Gavin Newsom

Gavin Newsom Is 'Pro-Choice' on Abortion and Nothing Else

A new California law amends the state's ban on out-of-state doctors practicing medicine to allow doctors from Arizona to perform abortions for patients who are also from Arizona.


California has some of the nation's toughest restrictions on the interstate practice of medicine. With very limited exceptions, the state requires that doctors offering any sort of treatment, care, or consultation to California patients be licensed in California.

While the rest of the country is changing regulations to accommodate telemedicine, California forbids out-of-state specialists from doing even remote follow-up appointments or consultations with their California patients.

To lighten this regulatory load, Gov. Gavin Newsom yesterday signed into law Senate Bill 233. It will let out-of-state doctors to quickly get California medical licenses to serve patients there. The only catch is that the doctors have to be from Arizona. And they can only provide abortion-related services. Temporarily. To patients who are also from Arizona.

The law Newsom signed was introduced in response to an April Arizona Supreme Court decision to allow the state's longstanding, near-complete ban on abortion to go back into effect following the U.S. Supreme Court's 2022 ruling in Dobbs v. Jackson Women's Health Organization.

Arizona has since amended its abortion laws to be more permissible. Newsom's signing of S.B. 233 comes a little too late to impact the immediate issue it was passed to address.

That hasn't stopped the governor from taking a victory lap.

"We refuse to stand by and acquiesce to their oppressive and dangerous attacks on women," said Newsom in a statement about signing S.B. 233. "California stands ready to protect reproductive freedom."

For pro-life people (myself included), abortion is a legitimate subject of legal restrictions and prohibitions. That's a position shared by many libertarians in good standing. And from the pro-life perspective, California's effort to undermine another state's restrictions on abortion is condemnable all on its own.

Even pro-choice people should be maddened by the state's incredibly selective liberalization of restrictions on out-of-state doctors practicing medicine in California.

If a doctor licensed in Arizona is capable of performing an abortion in California, that same doctor should also be capable of offering other types of medical care as well. Certainly, there can be no legitimate health or safety reason why that doctor should be allowed to perform abortions, but not less risky or invasive medical procedures.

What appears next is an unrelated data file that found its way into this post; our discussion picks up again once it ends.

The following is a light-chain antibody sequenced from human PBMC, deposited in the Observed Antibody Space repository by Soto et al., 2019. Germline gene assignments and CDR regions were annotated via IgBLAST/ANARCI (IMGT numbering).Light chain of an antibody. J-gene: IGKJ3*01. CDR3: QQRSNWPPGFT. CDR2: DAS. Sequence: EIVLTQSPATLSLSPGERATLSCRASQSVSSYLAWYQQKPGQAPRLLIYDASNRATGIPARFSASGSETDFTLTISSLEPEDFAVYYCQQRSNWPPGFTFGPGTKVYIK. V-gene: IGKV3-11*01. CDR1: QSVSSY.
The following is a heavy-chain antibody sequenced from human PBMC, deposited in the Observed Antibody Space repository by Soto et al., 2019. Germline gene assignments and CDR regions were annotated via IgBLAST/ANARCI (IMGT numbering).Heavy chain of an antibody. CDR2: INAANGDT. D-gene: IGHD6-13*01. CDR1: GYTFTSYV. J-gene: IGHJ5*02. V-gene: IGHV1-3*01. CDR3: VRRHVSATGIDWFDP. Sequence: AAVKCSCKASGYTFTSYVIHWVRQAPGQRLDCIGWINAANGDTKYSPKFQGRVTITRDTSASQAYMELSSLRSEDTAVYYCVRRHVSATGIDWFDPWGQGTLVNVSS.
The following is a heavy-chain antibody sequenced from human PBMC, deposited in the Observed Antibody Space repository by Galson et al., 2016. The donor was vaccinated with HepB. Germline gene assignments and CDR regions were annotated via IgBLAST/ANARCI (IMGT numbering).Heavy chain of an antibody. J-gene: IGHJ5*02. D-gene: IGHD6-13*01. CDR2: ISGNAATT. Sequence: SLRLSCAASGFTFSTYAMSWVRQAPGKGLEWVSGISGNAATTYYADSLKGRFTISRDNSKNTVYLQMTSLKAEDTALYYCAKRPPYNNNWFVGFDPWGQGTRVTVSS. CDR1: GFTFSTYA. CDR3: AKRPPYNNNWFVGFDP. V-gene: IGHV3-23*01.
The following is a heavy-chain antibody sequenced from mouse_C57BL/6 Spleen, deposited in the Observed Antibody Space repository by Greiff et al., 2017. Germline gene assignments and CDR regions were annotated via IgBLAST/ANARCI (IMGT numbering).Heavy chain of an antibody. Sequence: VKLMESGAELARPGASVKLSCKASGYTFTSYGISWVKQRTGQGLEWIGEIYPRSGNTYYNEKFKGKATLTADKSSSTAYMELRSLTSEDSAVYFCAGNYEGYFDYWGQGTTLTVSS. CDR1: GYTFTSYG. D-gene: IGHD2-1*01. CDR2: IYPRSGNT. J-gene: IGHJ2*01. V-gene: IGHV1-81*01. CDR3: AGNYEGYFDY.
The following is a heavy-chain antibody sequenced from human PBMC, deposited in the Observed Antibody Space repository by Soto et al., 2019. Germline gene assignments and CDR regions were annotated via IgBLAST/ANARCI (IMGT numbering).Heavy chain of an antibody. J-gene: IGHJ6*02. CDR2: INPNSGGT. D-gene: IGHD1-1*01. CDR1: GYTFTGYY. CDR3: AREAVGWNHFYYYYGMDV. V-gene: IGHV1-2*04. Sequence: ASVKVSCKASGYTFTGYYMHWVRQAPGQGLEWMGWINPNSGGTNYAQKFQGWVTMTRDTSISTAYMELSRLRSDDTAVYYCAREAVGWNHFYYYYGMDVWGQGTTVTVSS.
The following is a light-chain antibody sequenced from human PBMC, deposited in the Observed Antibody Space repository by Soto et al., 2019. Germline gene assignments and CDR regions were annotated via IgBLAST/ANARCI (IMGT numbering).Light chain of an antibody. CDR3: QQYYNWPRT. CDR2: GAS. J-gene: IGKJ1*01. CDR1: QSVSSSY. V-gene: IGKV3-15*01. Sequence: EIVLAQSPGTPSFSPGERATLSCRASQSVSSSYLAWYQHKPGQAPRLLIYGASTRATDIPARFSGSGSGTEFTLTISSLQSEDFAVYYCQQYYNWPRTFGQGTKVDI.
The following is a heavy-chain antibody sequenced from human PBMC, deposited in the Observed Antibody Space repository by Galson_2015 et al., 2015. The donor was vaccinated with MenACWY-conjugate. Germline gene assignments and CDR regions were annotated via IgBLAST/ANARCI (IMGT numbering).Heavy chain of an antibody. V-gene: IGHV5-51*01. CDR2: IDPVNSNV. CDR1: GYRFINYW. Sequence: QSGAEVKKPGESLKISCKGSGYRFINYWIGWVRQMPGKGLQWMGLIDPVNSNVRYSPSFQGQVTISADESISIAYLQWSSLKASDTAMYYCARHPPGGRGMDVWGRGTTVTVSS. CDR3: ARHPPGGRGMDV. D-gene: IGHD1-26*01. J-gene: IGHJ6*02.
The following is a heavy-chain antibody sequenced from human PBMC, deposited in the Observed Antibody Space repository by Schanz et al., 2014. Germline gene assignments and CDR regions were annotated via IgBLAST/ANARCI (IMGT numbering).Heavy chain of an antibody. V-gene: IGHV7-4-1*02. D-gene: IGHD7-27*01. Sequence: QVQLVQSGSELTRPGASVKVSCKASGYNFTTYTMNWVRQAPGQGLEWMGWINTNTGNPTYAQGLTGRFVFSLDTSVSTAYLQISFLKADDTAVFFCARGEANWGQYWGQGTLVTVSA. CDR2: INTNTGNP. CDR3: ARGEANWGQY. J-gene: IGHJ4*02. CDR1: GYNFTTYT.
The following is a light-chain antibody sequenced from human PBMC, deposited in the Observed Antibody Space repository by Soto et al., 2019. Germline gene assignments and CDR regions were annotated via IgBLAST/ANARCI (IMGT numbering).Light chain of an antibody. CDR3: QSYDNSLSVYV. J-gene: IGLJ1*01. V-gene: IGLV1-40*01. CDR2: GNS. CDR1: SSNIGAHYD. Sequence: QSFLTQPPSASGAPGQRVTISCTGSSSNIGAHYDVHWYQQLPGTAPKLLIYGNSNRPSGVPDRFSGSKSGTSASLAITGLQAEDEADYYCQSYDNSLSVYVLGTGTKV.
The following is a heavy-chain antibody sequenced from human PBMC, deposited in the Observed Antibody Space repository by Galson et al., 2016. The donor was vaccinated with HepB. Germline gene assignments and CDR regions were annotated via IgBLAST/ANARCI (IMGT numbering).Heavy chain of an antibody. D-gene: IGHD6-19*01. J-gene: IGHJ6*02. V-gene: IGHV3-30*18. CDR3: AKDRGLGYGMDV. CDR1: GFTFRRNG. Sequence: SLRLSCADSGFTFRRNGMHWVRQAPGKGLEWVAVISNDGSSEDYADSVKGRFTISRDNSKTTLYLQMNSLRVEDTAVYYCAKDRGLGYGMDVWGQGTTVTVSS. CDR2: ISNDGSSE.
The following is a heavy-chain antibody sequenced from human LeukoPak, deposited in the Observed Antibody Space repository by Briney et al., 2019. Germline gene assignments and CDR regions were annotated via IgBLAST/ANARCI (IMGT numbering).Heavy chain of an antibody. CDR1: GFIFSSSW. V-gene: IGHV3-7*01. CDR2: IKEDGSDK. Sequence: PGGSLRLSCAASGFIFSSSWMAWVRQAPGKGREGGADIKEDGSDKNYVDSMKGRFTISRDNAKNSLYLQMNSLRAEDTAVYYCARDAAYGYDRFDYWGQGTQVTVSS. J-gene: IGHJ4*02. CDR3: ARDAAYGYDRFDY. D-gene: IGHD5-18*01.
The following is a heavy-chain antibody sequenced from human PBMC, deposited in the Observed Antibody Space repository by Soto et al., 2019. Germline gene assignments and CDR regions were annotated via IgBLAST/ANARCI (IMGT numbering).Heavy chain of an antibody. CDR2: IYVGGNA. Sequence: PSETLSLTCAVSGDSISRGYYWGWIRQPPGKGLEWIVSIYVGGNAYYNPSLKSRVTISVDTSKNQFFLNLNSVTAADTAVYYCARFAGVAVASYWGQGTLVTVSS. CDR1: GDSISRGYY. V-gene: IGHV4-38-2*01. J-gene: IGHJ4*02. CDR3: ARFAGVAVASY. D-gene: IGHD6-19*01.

Even if there were, that can't explain why California's new law would apply only to Arizona doctors and patients. Do Oregon's permissive abortion regulations make Oregonian physicians somehow unable to perform abortions in California?

Clearly, the point of California's new law is designed only to troll Arizona Republican lawmakers.

And one could maybe tolerate California's law as the troll it is if the state didn't also disrespect and deny Californians' ability to make their choices on medical care in so many other ways.

Yesterday, Reason covered the case of Shellye Horowitz, who's forced by California's telemedicine restrictions to travel from her home in rural northern California to Oregon just to do phone consultations with her Portland-based hemophilia specialist.

"It's my body and my healthcare. I should be able to choose to go to a provider I trust. I don't like the fact that my state is limiting my ability to connect with and follow up with a provider of my choice," said Horowitz, who is suing to overturn California's restrictions on out-of-state medical consolations.

Newsom's rhetoric about "reproductive freedom" and protecting women's choices rings pretty hollow in this context. Only on the issue of abortion is he, and California policy makers generally, willing to respect one's freedom to receive medical care of their choice.

When it comes to the state's voluminous other restrictions on patients' ability to consume medical services of their choice, the governor's concern for freedom and choice evaporates.